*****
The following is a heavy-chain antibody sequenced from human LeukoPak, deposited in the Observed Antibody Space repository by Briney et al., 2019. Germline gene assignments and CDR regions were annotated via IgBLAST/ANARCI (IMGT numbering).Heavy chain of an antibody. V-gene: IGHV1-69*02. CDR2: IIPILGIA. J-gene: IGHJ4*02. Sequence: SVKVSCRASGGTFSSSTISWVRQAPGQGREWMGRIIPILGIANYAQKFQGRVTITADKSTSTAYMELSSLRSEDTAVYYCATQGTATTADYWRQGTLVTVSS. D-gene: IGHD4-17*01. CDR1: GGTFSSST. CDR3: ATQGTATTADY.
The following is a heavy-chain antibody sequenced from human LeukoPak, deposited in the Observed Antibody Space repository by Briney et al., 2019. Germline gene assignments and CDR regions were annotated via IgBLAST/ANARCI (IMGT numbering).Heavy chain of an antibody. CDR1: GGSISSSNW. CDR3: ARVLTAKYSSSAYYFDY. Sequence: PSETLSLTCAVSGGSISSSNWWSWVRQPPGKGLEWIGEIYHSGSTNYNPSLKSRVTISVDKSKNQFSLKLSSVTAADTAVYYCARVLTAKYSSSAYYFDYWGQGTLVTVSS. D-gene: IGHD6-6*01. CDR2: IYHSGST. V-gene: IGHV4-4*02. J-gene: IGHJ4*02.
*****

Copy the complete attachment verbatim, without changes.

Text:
The following is a heavy-chain antibody sequenced from human LeukoPak, deposited in the Observed Antibody Space repository by Briney et al., 2019. Germline gene assignments and CDR regions were annotated via IgBLAST/ANARCI (IMGT numbering).Heavy chain of an antibody. V-gene: IGHV1-69*02. CDR2: IIPILGIA. J-gene: IGHJ4*02. Sequence: SVKVSCRASGGTFSSSTISWVRQAPGQGREWMGRIIPILGIANYAQKFQGRVTITADKSTSTAYMELSSLRSEDTAVYYCATQGTATTADYWRQGTLVTVSS. D-gene: IGHD4-17*01. CDR1: GGTFSSST. CDR3: ATQGTATTADY.
The following is a heavy-chain antibody sequenced from human LeukoPak, deposited in the Observed Antibody Space repository by Briney et al., 2019. Germline gene assignments and CDR regions were annotated via IgBLAST/ANARCI (IMGT numbering).Heavy chain of an antibody. CDR1: GGSISSSNW. CDR3: ARVLTAKYSSSAYYFDY. Sequence: PSETLSLTCAVSGGSISSSNWWSWVRQPPGKGLEWIGEIYHSGSTNYNPSLKSRVTISVDKSKNQFSLKLSSVTAADTAVYYCARVLTAKYSSSAYYFDYWGQGTLVTVSS. D-gene: IGHD6-6*01. CDR2: IYHSGST. V-gene: IGHV4-4*02. J-gene: IGHJ4*02.